We heard about the Yankees’ willingness to listen to offers for Curtis Granderson the other day, but Andrew Marchand of ESPN New York says that they’re willing to listen to offers for Phil Hughes and Ivan Nova as well.
I can see dealing Nova, but Hughes is, at present anyway, the team’s third or fourth starter. And in a rotation that is depending on Andy Pettitte, depth is going to matter too, so it seems strange that they’d be willing to peddle both of them. And as we mentioned the other day, someone has to play outfield for the Yankees in 2013, so trading Granderson doesn’t make a ton of sense. Unless, that is, the Bombers are willing to punt this season for a rare New York rebuild.
I’m going to assume it’s mere chatter, as all teams listen to almost all offers that come their way.
The Yankees fell behind early to the Orioles on Sunday afternoon, a day after dropping both ends of Saturday’s doubleheader. Their game, as did every other game on Sunday with the exception of the Braves-Cardinals doubleheader, started at 3:05 or 3:10 EDT, a change Major League Baseball recently made to create fairness on the final day of the season.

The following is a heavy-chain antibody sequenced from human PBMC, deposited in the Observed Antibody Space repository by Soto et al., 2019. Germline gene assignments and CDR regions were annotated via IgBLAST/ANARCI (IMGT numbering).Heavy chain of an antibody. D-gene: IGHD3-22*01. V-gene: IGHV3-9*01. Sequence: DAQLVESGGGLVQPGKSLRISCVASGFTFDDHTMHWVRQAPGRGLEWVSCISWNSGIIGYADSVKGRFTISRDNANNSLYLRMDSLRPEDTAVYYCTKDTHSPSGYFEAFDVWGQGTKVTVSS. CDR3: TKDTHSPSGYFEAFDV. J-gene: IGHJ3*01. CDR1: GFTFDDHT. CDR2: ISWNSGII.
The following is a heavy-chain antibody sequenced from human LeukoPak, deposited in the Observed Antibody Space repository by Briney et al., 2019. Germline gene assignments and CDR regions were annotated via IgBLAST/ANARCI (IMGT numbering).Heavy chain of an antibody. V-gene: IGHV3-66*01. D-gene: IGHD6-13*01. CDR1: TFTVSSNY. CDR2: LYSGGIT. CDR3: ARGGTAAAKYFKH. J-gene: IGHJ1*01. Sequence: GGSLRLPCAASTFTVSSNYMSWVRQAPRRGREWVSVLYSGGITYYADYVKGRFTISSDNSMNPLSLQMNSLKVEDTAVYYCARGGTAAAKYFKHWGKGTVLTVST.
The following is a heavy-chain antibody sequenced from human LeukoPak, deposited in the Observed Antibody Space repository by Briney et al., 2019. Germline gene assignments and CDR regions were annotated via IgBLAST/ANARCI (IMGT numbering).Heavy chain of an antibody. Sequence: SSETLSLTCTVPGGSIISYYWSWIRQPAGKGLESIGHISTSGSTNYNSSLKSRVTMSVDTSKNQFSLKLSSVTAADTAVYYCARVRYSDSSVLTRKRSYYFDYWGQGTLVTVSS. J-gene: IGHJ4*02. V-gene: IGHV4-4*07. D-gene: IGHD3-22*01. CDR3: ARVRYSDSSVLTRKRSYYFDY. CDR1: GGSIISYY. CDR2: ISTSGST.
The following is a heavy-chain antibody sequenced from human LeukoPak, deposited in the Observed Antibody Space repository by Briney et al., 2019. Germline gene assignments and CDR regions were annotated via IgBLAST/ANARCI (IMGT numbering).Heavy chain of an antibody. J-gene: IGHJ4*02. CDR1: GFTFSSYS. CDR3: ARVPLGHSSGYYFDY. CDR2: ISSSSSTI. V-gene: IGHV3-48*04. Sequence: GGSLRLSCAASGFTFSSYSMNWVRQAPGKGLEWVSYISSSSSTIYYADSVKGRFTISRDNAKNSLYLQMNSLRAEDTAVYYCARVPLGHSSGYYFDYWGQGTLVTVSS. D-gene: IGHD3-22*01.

Girardi is not a fan. Per the Associated Press:
It was cloudy at Camden Yards at 3:05 p.m., but late-afternoon games often make it difficult for batters to see pitches.
Girardi said, “Here’s the thing that bothers me: If it’s a sunny day you’re playing in shadows.”
He added, “If it’s the most important game of the year to get in, I don’t think that’s right.”
Understanding the idea is for every team to play at the same time, Girardi said, “Then play all night games.”
One wonders if MLB had scheduled Sunday’s slate of games for the night, if Girardi would have instead complained about batters losing fly balls in the stadium lights. Furthermore, both teams have to play in the same conditions.
Marlins outfielder Ichiro Suzuki was given an opportunity to play a new position in Sunday’s series finale against the Phillies. After the Phillies rallied to take a 6-2 lead in the seventh, the Marlins let Suzuki take the hill in the eighth. And, in news that surprises no one, he was impressive.
Though Suzuki gave up a run on two hits, he flashed a fastball that hit the mid-80’s and a breaking ball with some bite.
Suzuki, who turns 42 years old later this month, is 65 hits of 3,000 in his major league career. The Marlins are interested in bringing him back in 2016.